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How Much Can You Earn from a Hobby Before Paying Tax?

In Australia, there is no limit to what you can earn if the activities you are undertaking are a hobby and not a business. However, note that if the activity you are doing has more traits of a business and not a hobby, you may be mandated to apply for an ABN. And if you are in business, you are required to report income from the first $1 you earn and claim your business related expenses.

The pursuit of a hobby by an individual may be to supplement wages, create income after having lost a job, test the waters for a new commercial venture or simply follow a passion. However, the pursuit of a hobby in Australia is not seen as carrying on a business for taxation purposes, which means that money derived from a hobby is not income and therefore is not assessable. Conversely, hobby expenditure is not tax deductible.

Howbeit, there is a risk for individuals conducting profitable hobbies that the Commissioner of Taxation will regard them as carrying on business operations. In Australia, a hobbyist is not entitled to an ABN and cannot register for GST because private recreational activities, pursuits or hobbies are specifically excluded from the definition of an enterprise.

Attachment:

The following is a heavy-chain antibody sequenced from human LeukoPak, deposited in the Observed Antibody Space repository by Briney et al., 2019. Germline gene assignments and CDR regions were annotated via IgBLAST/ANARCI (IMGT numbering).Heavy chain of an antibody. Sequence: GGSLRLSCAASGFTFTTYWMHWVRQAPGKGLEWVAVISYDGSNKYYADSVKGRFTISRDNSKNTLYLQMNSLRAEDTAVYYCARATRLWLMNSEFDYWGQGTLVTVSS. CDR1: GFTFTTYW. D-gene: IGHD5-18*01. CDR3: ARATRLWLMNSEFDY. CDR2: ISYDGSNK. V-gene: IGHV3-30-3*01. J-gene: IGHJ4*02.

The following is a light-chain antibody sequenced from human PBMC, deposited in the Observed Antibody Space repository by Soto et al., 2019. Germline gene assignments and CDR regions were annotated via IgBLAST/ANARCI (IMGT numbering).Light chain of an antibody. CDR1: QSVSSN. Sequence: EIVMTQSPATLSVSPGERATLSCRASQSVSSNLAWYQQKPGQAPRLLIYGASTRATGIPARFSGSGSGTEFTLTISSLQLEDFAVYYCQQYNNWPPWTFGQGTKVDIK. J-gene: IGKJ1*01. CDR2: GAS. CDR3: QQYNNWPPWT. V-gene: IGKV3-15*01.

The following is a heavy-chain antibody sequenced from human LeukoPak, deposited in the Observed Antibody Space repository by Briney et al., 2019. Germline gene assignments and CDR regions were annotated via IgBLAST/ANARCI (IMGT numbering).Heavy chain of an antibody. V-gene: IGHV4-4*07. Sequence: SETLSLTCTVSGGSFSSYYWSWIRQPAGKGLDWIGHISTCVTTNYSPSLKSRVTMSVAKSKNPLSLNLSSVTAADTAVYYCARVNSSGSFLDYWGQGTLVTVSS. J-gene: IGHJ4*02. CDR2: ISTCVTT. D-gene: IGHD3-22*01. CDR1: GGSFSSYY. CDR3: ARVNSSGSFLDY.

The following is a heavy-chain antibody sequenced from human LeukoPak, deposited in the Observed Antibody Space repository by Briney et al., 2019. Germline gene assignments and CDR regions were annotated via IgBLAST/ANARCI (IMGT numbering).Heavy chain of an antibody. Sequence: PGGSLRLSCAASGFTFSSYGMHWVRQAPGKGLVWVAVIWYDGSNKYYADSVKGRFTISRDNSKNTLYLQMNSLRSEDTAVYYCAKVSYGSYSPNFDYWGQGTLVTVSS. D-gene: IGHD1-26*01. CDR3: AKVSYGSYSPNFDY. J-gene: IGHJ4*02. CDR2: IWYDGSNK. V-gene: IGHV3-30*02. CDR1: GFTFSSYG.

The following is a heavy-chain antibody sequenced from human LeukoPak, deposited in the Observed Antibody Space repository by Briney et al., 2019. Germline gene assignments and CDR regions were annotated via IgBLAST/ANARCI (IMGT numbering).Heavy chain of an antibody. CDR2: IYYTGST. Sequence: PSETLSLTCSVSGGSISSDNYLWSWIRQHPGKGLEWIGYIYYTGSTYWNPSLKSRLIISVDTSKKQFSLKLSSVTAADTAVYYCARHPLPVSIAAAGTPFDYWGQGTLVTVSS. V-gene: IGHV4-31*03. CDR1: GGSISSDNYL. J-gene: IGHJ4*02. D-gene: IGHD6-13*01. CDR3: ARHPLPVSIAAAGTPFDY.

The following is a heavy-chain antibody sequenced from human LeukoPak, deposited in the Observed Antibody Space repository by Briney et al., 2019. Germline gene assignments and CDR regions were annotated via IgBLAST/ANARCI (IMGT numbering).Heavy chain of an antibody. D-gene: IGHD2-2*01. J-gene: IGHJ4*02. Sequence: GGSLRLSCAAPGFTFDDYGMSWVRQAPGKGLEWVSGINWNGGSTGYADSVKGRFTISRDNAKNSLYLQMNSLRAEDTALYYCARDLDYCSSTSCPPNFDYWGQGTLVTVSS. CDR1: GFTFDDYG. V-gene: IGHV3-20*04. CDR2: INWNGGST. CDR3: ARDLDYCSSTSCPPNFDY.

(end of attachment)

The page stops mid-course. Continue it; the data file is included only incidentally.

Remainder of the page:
But you should note that the distinction between a hobby and a business is determined by the ordinary meaning of those words as determined by the courts, although the Income Tax Assessment Act 1997 defines ‘business’ non-exhaustively as ‘including any profession, trade, employment, vocation or calling, but not occupation as an employee.’

In Australia, court cases over the years have created varying circumstances that generally need to be present before a business is regarded as being operated by a taxpayer. Still the distinction between a hobby and a business can be confusing when you want to determine the nature of your income – generating activities.

Nonetheless, it is still very crucial that you establish whether you have a hobby or a business as each classification has different regulatory and tax implications. Note that what might have started as a hobby can turn into a business, sometimes without you realising the point of transition from one to the other.

Also note that if the ATO identifies you as a business, and you fail to declare your income, you could end up with an unexpected hefty tax bill. Worse still, a penalty for not reporting your income correctly may apply. It is a good idea to review your activities regularly to make sure you are still a hobby and have not transitioned to being a business unintentionally.

Difference Between a Hobby and a Business in Australia

It is imperative that you analyze and understand the differences between a hobby and a business for tax, insurance and legal purposes. For one thing, there will be certain tax and other obligations that start once you are in business. Also note that it is a myth that there is a dollar threshold to be in a business (some people can have very expensive hobbies).